The Golden Cage
For this artwork, we were asked to take portions of the artworks of five of our favorite artists and create an adaptation in one painting. The artists I chose were Regina Jacobson, Briana Angelakis, Dan Quintana, Anna Tsvell, and Ali Cavanaugh.
I chose the golden cage as the central element in this picture because it’s decorative — meant for display. But it’s still a cage. Nothing changes that. The painting symbolizes wanting to break free from the opinions of others as well as one’s own mental barriers.
At first glance, it looks like there are only two people trapped inside the cage. But then we see that the other women surrounding the cage are preoccupied observing the people in the cage, when they could be living their own lives.
And then we realize we, the viewers of this painting are doing the same thing, and we play no active role in the picture. So we must be encaged as well. Unless you count interpretation as participation. But even our interpretation has parameters which are the elements in the painting.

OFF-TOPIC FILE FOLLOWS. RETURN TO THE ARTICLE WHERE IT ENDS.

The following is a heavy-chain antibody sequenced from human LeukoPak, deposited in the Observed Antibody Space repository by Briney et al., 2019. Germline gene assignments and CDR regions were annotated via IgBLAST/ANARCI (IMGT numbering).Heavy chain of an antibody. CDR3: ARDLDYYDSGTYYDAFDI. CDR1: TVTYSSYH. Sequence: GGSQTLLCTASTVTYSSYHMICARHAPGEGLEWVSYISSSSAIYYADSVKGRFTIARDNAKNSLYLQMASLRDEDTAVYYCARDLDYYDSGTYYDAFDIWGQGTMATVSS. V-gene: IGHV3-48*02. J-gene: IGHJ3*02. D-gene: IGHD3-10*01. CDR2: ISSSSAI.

The girl on the upper right corner resembles an apparition. If anyone is free in this painting, it must be the ghost, because ghosts can fly thru walls. But though a ghost may seem “invulnerable as the air” (De Grazia, 2008), a ghost is often believed to be trapped from the next life due to some unfinished business. In a sense, it is the most encaged entity in the picture, for her capacity to fly through walls and cages does nothing for her.
“A rat in a maze is free to go anywhere it wants to, so long as it stays in the maze”. — Margaret Atwood
Why does it really matter who is inside the cage or who isn’t? Because it makes us reconsider where the cage really ends. This begs the question of whether we can really recognize freedom if we had it. In reality, we can choose not to pay attention to others’ opinions.
“People only get really interesting when they start to rattle the bars of their cages”
– Alain de Botton